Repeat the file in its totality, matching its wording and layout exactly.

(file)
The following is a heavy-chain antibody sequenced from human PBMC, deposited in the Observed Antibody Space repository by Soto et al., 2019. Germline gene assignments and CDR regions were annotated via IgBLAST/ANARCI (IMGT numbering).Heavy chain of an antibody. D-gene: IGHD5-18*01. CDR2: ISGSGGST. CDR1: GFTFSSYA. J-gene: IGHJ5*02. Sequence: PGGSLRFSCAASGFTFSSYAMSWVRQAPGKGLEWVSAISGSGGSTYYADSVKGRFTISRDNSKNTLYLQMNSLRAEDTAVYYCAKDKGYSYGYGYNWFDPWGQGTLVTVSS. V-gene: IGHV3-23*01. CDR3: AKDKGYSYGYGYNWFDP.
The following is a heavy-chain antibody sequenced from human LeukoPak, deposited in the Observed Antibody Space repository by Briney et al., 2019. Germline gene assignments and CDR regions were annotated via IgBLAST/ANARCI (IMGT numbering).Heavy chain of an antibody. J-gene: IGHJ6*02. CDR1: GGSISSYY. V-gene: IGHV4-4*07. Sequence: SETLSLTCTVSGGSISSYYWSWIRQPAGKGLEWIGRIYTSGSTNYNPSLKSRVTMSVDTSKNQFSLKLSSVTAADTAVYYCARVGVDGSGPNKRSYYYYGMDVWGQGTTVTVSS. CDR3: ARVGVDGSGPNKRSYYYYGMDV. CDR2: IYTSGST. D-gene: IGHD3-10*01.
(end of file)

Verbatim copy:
The following is a heavy-chain antibody sequenced from human PBMC, deposited in the Observed Antibody Space repository by Soto et al., 2019. Germline gene assignments and CDR regions were annotated via IgBLAST/ANARCI (IMGT numbering).Heavy chain of an antibody. D-gene: IGHD5-18*01. CDR2: ISGSGGST. CDR1: GFTFSSYA. J-gene: IGHJ5*02. Sequence: PGGSLRFSCAASGFTFSSYAMSWVRQAPGKGLEWVSAISGSGGSTYYADSVKGRFTISRDNSKNTLYLQMNSLRAEDTAVYYCAKDKGYSYGYGYNWFDPWGQGTLVTVSS. V-gene: IGHV3-23*01. CDR3: AKDKGYSYGYGYNWFDP.
The following is a heavy-chain antibody sequenced from human LeukoPak, deposited in the Observed Antibody Space repository by Briney et al., 2019. Germline gene assignments and CDR regions were annotated via IgBLAST/ANARCI (IMGT numbering).Heavy chain of an antibody. J-gene: IGHJ6*02. CDR1: GGSISSYY. V-gene: IGHV4-4*07. Sequence: SETLSLTCTVSGGSISSYYWSWIRQPAGKGLEWIGRIYTSGSTNYNPSLKSRVTMSVDTSKNQFSLKLSSVTAADTAVYYCARVGVDGSGPNKRSYYYYGMDVWGQGTTVTVSS. CDR3: ARVGVDGSGPNKRSYYYYGMDV. CDR2: IYTSGST. D-gene: IGHD3-10*01.